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The IOC’s ultimate goal is to protect clean athletes. We are therefore actively committed to fighting all forms of cheating in sport.

The manipulation of sports competitions has become an area of great concern in recent years. Such corruption threatens the very integrity of sport.

Competition manipulation is when an athlete or official cheats in order to remove the unpredictability of a competition. They may cheat to lose a competition or part of it. This is against the Olympic spirit. One example is when athletes lose an event on purpose in order to determine their opponents in the next phases of the competition.

Sports betting:

Betting on sport is not inherently negative. Sports betting is one way the public can demonstrate its attachment to sports and athletes, and the services offered by regulated national operators are one of the main means of financing sport in many countries.

What are the risks?

With the rise of the internet, the sports betting market has gone global. One can bet in Europe on a competition organised in South America through an Asian betting website. The market has hugely increased in size and complexity.

The problem occurs when betting leads to the manipulation of competitions. The very essence of any sporting competition is that the result cannot be known beforehand. When that uncertainty is removed, it renders sport meaningless and demoralises clean athletes.

It is the responsibility of the Olympic Movement and sports world in general therefore to ensure that betting activities do not infringe in any way upon the course or result of the competition.

Cheating is no myth:

We have all heard stories about athletes, referees, coaches or others being offered money or advantages in order to manipulate the result or course of a competition. The threat is real and it is poisoning sport in every corner of the world.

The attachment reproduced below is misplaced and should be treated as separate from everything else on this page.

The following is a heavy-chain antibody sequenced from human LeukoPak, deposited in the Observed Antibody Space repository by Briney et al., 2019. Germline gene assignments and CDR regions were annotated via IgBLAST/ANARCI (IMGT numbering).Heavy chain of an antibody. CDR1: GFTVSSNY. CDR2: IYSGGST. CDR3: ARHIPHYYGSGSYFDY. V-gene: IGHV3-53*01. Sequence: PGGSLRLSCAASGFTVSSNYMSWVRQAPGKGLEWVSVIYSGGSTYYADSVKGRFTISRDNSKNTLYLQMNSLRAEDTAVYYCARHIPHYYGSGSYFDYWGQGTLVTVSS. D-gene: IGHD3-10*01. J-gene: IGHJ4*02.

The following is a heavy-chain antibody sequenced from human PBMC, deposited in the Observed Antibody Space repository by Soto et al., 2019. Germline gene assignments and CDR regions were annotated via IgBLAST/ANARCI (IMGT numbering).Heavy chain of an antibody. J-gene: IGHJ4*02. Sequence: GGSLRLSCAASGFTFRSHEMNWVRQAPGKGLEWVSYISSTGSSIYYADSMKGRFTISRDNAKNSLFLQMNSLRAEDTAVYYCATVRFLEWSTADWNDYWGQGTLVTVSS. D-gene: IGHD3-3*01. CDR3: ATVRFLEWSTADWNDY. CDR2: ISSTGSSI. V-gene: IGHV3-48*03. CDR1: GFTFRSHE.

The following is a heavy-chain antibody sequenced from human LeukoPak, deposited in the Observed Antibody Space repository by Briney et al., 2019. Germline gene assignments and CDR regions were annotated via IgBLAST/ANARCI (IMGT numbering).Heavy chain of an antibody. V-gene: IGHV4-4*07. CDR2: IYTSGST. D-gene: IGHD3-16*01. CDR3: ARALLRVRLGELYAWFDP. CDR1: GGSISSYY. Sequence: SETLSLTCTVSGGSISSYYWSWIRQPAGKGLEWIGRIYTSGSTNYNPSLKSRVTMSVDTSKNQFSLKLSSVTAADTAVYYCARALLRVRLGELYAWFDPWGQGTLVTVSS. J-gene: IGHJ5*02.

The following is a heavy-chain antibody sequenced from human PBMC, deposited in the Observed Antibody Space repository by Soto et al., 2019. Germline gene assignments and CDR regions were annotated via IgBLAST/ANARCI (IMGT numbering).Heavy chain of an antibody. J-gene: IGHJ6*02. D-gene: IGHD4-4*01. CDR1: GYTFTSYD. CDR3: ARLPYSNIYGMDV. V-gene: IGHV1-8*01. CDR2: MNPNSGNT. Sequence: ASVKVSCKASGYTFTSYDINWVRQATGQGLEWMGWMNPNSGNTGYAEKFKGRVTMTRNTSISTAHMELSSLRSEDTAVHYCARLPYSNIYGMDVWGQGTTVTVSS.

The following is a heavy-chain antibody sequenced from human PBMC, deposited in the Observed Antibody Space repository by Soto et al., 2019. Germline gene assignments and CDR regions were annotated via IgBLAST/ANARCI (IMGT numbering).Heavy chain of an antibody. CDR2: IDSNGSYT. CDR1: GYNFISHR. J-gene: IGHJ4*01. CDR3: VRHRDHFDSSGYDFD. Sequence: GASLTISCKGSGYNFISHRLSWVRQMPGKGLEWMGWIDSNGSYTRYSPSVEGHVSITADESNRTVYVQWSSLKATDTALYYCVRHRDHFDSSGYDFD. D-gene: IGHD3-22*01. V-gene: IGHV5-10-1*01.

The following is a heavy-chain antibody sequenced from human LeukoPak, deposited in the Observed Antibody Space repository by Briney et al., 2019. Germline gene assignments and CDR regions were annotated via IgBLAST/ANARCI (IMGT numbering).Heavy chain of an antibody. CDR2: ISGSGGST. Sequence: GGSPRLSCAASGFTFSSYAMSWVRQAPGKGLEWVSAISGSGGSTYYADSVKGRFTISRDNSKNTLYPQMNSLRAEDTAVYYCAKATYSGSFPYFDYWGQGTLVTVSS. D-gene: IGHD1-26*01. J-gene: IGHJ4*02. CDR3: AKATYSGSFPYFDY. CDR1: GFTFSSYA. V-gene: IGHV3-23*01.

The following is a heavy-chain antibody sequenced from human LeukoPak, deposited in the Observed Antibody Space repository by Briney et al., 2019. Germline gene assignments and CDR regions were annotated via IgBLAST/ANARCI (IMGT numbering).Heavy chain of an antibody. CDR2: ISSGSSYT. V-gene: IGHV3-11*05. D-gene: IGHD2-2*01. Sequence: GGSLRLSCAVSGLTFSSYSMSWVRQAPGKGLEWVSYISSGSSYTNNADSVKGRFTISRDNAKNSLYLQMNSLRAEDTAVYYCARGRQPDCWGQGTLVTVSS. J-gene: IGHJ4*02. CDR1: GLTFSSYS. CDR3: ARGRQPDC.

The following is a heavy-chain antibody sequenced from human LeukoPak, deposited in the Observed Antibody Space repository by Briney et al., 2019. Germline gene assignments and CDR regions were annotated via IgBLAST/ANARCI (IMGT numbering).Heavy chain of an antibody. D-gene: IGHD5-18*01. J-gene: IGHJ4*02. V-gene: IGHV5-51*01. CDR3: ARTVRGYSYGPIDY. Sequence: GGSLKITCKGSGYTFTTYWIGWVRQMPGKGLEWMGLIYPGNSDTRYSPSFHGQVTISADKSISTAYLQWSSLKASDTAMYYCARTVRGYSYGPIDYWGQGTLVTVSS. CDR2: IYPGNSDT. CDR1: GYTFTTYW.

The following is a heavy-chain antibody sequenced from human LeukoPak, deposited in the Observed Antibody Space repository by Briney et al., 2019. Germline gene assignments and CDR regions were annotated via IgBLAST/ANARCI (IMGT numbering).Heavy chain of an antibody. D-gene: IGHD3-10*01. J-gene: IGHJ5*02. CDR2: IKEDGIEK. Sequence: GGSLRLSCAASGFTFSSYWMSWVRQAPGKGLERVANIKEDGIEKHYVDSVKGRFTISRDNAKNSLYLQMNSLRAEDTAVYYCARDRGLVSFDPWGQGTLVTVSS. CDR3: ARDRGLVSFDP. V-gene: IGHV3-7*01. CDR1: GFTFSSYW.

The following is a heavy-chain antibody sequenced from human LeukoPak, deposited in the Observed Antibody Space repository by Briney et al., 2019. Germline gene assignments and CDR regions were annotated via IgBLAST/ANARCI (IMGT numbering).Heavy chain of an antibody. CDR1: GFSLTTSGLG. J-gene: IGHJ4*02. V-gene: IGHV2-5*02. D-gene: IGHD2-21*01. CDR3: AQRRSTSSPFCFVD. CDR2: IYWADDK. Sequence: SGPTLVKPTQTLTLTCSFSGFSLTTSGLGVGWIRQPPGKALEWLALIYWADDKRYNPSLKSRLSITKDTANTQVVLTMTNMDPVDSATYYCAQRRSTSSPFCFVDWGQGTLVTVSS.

Money talks:

The amount of money involved can be enormous, making the temptation to manipulate very attractive. The huge sums also attract organised crime.

Vicious circle:

When an athlete agrees to cheat once, it becomes increasingly difficult to refuse any subsequent proposition.


The Ethics and Compliance Office of the IOC is actively fighting against the manipulation of competitions in different ways:

Ice hockey match at Sochi 2014

Education - Awareness-raising

The IOC has several educational tools in place to raise athletes’ awareness of the risk of competition manipulation and related corruption.

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Sporting Regulations

Regulation - Legislation

In December 2015, the IOC Executive Board approved the Olympic Movement Code on the Prevention of the Manipulation of Competitions.

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Artistic Gymnastics at London 2012

Reporting - Intelligence

Find out more about the Integrity Betting Intelligence System (IBIS) and the hotline for reporting possible violations.

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